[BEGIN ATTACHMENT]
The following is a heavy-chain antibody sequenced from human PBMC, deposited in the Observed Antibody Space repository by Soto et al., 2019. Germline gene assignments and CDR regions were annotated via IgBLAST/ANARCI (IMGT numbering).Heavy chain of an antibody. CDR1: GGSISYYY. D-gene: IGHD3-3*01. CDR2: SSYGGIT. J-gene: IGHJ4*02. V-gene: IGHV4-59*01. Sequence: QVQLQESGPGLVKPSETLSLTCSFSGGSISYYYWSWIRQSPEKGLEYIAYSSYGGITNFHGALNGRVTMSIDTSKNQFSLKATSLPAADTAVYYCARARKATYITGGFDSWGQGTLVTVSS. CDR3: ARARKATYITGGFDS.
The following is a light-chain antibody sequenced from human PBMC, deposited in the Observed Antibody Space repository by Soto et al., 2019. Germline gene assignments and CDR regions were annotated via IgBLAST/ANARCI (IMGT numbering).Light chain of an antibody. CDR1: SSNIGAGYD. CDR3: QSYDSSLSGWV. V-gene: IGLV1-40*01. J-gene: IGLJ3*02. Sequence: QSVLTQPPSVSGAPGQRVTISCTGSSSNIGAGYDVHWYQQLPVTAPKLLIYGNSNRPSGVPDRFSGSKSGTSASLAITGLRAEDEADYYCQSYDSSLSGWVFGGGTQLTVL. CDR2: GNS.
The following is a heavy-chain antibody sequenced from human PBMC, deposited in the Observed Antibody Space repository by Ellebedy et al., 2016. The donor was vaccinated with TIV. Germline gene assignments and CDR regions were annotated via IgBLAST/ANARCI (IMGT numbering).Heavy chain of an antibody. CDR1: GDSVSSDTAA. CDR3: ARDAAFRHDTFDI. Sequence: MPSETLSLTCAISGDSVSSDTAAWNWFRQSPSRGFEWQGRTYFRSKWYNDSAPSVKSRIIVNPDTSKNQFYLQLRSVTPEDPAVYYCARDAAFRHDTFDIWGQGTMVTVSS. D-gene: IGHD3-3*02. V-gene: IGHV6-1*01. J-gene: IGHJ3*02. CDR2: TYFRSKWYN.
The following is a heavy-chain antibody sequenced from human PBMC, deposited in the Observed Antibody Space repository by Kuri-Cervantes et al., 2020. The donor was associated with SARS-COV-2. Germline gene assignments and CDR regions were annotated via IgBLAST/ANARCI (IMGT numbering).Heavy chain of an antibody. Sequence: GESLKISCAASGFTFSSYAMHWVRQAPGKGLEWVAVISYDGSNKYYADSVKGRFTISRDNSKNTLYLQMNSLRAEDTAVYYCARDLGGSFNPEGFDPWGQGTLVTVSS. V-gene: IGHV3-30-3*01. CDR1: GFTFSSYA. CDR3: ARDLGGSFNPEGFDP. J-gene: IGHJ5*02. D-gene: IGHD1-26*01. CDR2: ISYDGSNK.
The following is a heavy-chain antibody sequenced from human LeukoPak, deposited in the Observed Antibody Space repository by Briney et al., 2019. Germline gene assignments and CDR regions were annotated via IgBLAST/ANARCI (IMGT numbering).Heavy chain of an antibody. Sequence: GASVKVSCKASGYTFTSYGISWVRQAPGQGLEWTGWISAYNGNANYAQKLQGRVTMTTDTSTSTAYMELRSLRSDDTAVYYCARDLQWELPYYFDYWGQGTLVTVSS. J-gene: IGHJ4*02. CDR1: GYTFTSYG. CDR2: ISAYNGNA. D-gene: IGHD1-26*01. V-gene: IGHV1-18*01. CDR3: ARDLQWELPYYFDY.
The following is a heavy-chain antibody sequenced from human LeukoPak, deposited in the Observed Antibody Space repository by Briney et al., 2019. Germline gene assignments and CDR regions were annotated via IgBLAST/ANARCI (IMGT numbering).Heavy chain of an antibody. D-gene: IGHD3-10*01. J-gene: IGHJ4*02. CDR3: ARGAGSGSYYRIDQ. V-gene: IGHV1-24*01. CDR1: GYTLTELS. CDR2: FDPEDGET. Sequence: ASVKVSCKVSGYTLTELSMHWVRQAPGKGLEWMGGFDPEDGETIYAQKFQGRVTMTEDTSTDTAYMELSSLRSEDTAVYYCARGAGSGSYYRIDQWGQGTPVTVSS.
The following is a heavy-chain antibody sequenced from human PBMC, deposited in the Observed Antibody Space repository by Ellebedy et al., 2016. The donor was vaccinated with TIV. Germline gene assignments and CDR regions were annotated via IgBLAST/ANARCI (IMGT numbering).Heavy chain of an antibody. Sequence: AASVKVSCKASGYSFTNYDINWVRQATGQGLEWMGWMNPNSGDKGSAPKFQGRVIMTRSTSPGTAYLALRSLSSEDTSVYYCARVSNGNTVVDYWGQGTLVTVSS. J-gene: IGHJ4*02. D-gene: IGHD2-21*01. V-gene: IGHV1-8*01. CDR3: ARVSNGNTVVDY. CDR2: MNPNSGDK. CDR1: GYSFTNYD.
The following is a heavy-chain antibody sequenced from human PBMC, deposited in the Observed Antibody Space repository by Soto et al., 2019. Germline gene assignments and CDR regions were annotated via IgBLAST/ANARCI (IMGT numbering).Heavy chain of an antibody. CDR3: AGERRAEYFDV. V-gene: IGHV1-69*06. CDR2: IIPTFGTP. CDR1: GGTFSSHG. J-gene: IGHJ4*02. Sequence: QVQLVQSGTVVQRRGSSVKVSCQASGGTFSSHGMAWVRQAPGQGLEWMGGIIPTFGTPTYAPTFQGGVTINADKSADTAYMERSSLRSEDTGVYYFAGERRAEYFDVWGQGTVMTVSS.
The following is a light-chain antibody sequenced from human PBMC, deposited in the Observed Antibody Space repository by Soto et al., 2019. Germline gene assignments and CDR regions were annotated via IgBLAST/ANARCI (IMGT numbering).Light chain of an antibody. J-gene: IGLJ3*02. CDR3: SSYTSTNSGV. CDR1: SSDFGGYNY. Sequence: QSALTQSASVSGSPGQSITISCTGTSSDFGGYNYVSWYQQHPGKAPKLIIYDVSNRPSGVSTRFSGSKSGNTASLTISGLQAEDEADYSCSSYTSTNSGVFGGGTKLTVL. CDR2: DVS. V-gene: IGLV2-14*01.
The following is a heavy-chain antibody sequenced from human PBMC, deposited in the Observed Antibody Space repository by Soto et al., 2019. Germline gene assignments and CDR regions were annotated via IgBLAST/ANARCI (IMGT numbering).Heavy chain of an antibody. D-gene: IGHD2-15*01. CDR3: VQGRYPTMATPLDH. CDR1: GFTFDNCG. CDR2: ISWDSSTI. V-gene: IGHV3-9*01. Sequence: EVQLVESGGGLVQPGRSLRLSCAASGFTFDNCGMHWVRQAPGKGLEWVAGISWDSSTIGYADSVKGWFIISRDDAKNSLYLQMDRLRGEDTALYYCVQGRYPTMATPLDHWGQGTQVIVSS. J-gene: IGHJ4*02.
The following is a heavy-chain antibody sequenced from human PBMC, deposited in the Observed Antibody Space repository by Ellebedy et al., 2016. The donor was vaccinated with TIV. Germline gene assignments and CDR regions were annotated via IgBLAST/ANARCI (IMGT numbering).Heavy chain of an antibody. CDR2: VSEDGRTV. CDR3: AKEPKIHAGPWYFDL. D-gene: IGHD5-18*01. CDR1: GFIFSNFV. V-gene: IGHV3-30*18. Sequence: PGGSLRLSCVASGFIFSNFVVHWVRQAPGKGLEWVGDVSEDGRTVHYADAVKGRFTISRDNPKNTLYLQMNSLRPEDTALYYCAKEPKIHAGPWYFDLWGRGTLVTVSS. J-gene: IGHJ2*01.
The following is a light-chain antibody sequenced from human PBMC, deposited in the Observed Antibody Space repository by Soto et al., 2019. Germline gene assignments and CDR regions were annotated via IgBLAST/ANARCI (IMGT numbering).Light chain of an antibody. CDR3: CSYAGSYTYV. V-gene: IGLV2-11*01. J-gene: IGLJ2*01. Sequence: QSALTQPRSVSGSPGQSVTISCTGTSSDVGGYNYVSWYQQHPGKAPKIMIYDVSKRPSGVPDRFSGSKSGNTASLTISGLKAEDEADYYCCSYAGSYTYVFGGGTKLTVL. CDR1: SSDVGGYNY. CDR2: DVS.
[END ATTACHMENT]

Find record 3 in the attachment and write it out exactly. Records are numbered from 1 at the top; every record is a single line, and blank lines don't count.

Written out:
The following is a heavy-chain antibody sequenced from human PBMC, deposited in the Observed Antibody Space repository by Ellebedy et al., 2016. The donor was vaccinated with TIV. Germline gene assignments and CDR regions were annotated via IgBLAST/ANARCI (IMGT numbering).Heavy chain of an antibody. CDR1: GDSVSSDTAA. CDR3: ARDAAFRHDTFDI. Sequence: MPSETLSLTCAISGDSVSSDTAAWNWFRQSPSRGFEWQGRTYFRSKWYNDSAPSVKSRIIVNPDTSKNQFYLQLRSVTPEDPAVYYCARDAAFRHDTFDIWGQGTMVTVSS. D-gene: IGHD3-3*02. V-gene: IGHV6-1*01. J-gene: IGHJ3*02. CDR2: TYFRSKWYN.